When trauma settles into the nervous system

When trauma settles into the nervous system


Several weeks back I had fascinating conversation with a fine art and publicity photographer.  He takes exquisite photos, the type of photo where you believe you are peering into the soul of his model. Interestingly, he remarked that there are instances when he sees beyond a natural anxiety or awkwardness in a model even as she (or he) is able to pose and smile - that somehow the face seems frozen.

The emerging neuroscience of acute stress and trauma may help to explain what, in part, the photographer sees.

We are fortunate that our nervous system is organized to protect us from danger.  Say, for example, you happen to see a Gray Wolf in your path as you walk through Yellowstone National Park.  A natural threat response will activate to ensure your survival. One part of your nervous system automatically releases a cascade of stress hormones designed to shut off the portion of your brain that thinks and plans, because stopping to consider your next move would surely be deadly. Concurrently, your body will attempt to flee or hide. Your heart rate increases, pupils dilate, and muscles tense. None of these changes are actions you choose freely - it’s how our nervous system is designed to respond to life threatening situations.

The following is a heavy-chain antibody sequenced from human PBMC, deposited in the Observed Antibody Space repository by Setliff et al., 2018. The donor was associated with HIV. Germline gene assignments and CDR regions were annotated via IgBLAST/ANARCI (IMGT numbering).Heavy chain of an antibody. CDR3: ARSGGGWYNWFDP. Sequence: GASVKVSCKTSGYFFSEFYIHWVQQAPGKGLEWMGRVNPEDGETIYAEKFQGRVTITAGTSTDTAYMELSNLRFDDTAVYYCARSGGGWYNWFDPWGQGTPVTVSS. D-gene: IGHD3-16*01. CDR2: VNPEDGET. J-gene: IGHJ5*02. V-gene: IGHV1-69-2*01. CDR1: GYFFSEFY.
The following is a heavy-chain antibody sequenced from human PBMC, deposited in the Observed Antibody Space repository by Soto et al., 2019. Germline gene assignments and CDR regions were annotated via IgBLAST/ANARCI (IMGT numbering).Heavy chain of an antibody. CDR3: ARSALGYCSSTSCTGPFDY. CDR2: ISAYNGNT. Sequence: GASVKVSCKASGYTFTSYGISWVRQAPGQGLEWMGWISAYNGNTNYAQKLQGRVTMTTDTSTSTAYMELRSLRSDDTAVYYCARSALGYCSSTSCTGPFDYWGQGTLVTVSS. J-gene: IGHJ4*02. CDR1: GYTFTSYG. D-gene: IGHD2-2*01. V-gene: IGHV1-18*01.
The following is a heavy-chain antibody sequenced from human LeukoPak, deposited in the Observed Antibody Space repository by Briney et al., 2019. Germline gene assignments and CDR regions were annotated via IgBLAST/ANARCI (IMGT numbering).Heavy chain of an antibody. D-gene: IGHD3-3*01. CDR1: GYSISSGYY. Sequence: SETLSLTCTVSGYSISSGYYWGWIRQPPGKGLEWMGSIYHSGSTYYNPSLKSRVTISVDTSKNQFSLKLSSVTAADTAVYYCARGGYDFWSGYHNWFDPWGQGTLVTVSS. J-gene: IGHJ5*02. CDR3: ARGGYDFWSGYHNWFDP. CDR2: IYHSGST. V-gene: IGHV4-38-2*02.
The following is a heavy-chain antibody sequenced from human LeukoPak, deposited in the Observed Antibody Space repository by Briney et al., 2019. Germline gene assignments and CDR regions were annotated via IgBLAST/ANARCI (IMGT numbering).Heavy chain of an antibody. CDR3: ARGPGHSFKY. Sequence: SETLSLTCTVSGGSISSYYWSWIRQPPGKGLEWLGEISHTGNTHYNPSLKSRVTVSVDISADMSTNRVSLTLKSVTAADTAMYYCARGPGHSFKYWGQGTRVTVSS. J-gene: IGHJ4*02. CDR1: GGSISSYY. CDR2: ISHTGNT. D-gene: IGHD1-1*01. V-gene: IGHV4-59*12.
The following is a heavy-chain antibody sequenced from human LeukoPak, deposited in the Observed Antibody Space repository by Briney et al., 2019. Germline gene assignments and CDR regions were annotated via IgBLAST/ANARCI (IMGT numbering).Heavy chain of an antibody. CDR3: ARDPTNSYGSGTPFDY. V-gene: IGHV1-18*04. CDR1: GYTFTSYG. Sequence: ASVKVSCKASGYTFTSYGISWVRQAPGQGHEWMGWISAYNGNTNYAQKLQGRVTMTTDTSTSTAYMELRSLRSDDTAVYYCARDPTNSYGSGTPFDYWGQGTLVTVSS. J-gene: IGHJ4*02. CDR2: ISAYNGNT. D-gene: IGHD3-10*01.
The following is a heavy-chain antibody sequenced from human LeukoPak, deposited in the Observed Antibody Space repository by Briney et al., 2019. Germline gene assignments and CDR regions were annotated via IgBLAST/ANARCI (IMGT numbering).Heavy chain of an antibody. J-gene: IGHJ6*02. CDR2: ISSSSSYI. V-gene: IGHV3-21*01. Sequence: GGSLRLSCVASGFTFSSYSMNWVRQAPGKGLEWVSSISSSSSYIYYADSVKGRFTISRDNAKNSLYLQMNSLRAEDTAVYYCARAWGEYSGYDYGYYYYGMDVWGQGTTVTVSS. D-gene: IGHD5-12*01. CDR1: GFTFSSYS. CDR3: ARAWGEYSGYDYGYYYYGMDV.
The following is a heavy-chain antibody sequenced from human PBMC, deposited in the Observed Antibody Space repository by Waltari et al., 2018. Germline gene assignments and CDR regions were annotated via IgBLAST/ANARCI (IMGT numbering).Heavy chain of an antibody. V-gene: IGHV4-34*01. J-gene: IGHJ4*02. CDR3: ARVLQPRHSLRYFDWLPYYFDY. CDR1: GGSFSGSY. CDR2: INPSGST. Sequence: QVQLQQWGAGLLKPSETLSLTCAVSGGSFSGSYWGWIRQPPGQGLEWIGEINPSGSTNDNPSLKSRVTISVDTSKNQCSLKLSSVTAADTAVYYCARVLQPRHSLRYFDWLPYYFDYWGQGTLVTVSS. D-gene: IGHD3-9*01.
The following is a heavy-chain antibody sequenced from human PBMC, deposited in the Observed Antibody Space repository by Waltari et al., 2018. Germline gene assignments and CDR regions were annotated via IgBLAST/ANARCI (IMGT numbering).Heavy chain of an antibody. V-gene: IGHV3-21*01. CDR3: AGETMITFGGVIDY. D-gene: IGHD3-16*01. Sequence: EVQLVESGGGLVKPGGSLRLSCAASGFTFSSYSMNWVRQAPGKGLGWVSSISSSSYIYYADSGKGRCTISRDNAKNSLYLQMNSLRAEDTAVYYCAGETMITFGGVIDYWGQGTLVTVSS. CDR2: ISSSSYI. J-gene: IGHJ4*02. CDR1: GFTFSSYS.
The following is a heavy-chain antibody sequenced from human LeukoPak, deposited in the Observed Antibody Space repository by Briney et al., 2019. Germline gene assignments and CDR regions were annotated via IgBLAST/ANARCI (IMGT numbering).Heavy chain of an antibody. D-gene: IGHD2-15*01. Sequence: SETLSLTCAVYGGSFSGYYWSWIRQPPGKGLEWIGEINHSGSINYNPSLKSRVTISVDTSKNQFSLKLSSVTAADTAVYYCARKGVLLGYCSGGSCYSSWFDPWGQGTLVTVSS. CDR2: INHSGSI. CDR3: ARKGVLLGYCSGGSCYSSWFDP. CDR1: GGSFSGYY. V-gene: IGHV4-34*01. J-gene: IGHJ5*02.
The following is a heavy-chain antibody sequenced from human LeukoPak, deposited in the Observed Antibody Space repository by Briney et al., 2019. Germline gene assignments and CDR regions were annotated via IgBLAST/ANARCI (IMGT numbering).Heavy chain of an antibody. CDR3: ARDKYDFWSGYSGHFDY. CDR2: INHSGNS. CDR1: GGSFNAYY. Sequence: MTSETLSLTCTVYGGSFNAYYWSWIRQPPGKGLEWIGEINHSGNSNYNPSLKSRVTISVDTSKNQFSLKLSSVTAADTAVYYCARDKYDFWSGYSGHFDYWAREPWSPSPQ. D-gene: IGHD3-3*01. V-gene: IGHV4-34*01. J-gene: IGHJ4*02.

But what if the threat is your home?  What if the Gray Wolf is a human predator upon whom you rely for safety, security, and love?  That complicates the story.

Human children will first reach out to someone close to them when they are afraid - a parent, a family member, or (in adulthood) a partner.  If these people are not safe, that fight/flight response will engage. Unfortunately, for children living in homes characterized by chaos or abuse neither fight nor flight is usually possible.  Children are then left unsafe and with no way out, creating an unsolvable dilemma in which the biological drive for protection takes them to the source of danger from which they are trying to escape.  Their traumatized physiology moves into a collapse mode as a way of self-protection. Traumatized children are chronically afraid - frozen, with a compromised ability to think, rationalize, and respond - and may grow into adults who view vulnerability in close relationships as dangerous.

A frozen state is visible in our faces, faces that lack the relaxed facial muscles, natural movement, and warmth necessary to make and sustain human connection.  It is reflected there because our nervous system connects to specific muscles in the face and neck that communicate interest, amusement, responsiveness, as well as a host of other emotions - including fear.  A face that reflects chronic and long lasting fear is dangerous for us because we are wired for belonging. Feeling frozen contributes to isolation as it inhibits our ability to form meaningful relationships.

Fortunately, change is possible. Your reaction to acute stress is the natural adaptation to the situation in which you lived and, as such, it is learned. The good news is that something that is learned can be unlearned.  One essential piece of trauma work is becoming attuned to the ways in which you hold your experiences in your body. What do you notice about your breath? Your posture? The muscles in your face? What do you notice when you scan your body from head to toe? As you begin to listen to your body you can work with what you’ve learned, so that you can live freely with less anxiety and fear.

Mindfulness on the move

Mindfulness on the move